David Geffen, a Brooklyn-born, self-made billionaire pledged $100 million to Lincoln Center Inc. for the renovation of Avery Fisher Hall. In exchange, the home of the New York Philharmonic, which is also the venue for Mostly Mozart and Great Performances, will be named Geffen Hall. It is the same amount pledged by the oil magnate David Koch, whose $100 million gift to renovate the NY State Theater, gave him naming rights. The difference is that Koch’s gift guarantees the name for 50 years, whereas Geffen’s guarantees his name in perpetuity.
Naming gifts are a significant part of the American cultural tradition. By the late 1800s, nouveau riche Americans like Andrew Carnegie and J. Pierpont Morgan used their riches to build libraries, concert halls and museums. While there was no discussion at the time of ever changing the name of the institution, the assumption was, and is, that the naming rights are in perpetuity. The Weill Recital Hall, Perelman Stage and Zankel Hall recognize the extraordinary ongoing generosity of Carnegie Hall’s board chair and other donors, but it is inconceivable that Carnegie Hall, or Severance Hall in Cleveland, or the Frick, Gardner or Clarke museums’ names would be removed and resold to another donor.
Recently, however, anticipating the need for significant contributions to redo Avery Fisher Hall, Lincoln Center “bought back” the rights from the Fisher family for $15 million and auctioned the naming rights to the highest bidder.
Fisher, the late inventor, scientist and amateur violinist who dedicated his life to the pursuit of great sound, contributed $10.5 million in 1972 for the naming rights, including the stipulation that Avery Fisher Hall ”will appear on tickets, brochures, program announcements and advertisements and the like…. in perpetuity…”
The “buy back” was actually a strategy to dissuade the family from fighting to keep the name on the hall.
Over a dozen years earlier the family threatened to sue Lincoln Center when the idea of reselling the naming rights was first advanced.
The buy back raises some ethical questions: The family doesn’t own the name, why would it be paid to relinquish it? If a gift is made during the donor’s lifetime, do his heirs have any standing to change his intentions? Besides, according to a Fisher family member “While our family enjoyed over 40 years of our father’s gift being highly visible, it is now time to relinquish that spotlight and allow growth and change at Lincoln Center.” Do they get to decide when?
If not the Fisher family, then who are rightful beneficiaries of the buy back? What about the taxpayers who indirectly contributed to the gift (remember, Fisher received a significant tax benefit for his largesse)? Do they (we) have dibs on at least a portion of the $15 million?
Ethical questions are best answered by applying an agreed upon code. However, there is no code of ethics covering these situations.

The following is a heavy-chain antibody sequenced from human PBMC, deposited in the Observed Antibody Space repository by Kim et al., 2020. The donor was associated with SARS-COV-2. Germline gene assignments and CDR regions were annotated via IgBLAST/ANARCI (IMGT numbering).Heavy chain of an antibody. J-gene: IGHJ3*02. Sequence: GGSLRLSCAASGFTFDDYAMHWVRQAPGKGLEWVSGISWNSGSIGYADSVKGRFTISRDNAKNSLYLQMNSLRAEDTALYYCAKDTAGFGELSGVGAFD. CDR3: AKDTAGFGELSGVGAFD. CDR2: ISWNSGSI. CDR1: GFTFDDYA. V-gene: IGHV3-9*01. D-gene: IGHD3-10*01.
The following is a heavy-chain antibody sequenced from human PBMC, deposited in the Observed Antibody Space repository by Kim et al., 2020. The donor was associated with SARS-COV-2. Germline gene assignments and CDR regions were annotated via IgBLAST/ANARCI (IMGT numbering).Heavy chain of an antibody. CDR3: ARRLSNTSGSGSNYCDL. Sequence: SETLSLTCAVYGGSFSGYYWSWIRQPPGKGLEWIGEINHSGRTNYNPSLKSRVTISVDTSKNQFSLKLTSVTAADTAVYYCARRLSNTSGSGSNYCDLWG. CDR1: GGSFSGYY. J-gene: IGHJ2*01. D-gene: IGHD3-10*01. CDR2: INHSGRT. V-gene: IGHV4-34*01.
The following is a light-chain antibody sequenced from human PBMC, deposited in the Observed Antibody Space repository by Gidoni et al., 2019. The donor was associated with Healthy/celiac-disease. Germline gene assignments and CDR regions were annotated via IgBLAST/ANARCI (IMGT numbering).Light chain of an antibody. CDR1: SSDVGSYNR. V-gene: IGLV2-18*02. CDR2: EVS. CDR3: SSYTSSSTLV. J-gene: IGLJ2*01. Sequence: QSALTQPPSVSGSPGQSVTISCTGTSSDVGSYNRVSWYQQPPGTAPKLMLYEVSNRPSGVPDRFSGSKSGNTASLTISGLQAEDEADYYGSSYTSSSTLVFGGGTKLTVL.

Art museum directors adhere to a code of ethics that proved a strong deterrent to the city of Detroit’s attempt to sell paintings it owned but housed in the Detroit Institute of Art.
Yet, this code is ignored by some museums that legally, but unethically, sell assets to pay operating expenses. Even more egregious, was when a group of foundations and philanthropists took legal actions to break the will of Albert C. Barnes and relocate his collection to Philadelphia.
These transactions may pass the legal test; but do they past the ethical test; or the “sniff” test?
Contributions at one time were thought of as philanthropy – now they are transactions. And if we are discussing them as transactions, then we may as well talk dollars and cents.
Many arts organizations find themselves in trouble after receiving a magnanimous capital gift because the new building is more expensive to build and to run, the interest on the bonds used to pay for the balance are an added operating expense and, with a new building, or museum or hall comes, the expectation for new and more expensive programming.
So the $100 million Geffen gift may be more of a curse than a blessing.
And perpetuity is a long time. Since naming rights now come with time limits, we can calculate the true value of a naming gift. If a naming gift has a value that can be redeemed and resold in the future, and if we remember that a tax-deductible contribution is subsidized by the IRS (by all of us), then when the dollar amount of the gift is A; and the length of time is T; and the government subsidy .35A (the approximate tax rate) then the value of the gift to society can be expressed as:
For the Geffen gift, since T is infinity, V = -.35A or a cost of $35MM to society. Geffen was the highest bidder, but what if another bid was $50 million for 25 years? Which is more valuable?
Of course, this is not really the “actual” value since ultimately there will be a concert hall with, we hope, better acoustics – the third time may be a charm – and that some citizens wealthy enough to afford the ticket prices will be able to enjoy that experience.
Albert Barnes’ will and Avery Fisher’s naming rights were overturned posthumously. Who is to say that sometime in the future Geffen’s name will be removed from the hall and sold to a higher bidder? This prospect may discourage other future donors.